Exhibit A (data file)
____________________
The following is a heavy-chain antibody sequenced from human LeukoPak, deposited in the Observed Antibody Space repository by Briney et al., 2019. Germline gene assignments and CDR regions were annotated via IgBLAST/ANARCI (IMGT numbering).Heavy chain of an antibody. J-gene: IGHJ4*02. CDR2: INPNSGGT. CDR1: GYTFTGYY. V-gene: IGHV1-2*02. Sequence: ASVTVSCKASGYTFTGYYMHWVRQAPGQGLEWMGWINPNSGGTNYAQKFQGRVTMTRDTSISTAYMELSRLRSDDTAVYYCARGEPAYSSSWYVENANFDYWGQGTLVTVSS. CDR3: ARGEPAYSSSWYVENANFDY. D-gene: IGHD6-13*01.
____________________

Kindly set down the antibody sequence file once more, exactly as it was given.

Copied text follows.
The following is a heavy-chain antibody sequenced from human LeukoPak, deposited in the Observed Antibody Space repository by Briney et al., 2019. Germline gene assignments and CDR regions were annotated via IgBLAST/ANARCI (IMGT numbering).Heavy chain of an antibody. J-gene: IGHJ4*02. CDR2: INPNSGGT. CDR1: GYTFTGYY. V-gene: IGHV1-2*02. Sequence: ASVTVSCKASGYTFTGYYMHWVRQAPGQGLEWMGWINPNSGGTNYAQKFQGRVTMTRDTSISTAYMELSRLRSDDTAVYYCARGEPAYSSSWYVENANFDYWGQGTLVTVSS. CDR3: ARGEPAYSSSWYVENANFDY. D-gene: IGHD6-13*01.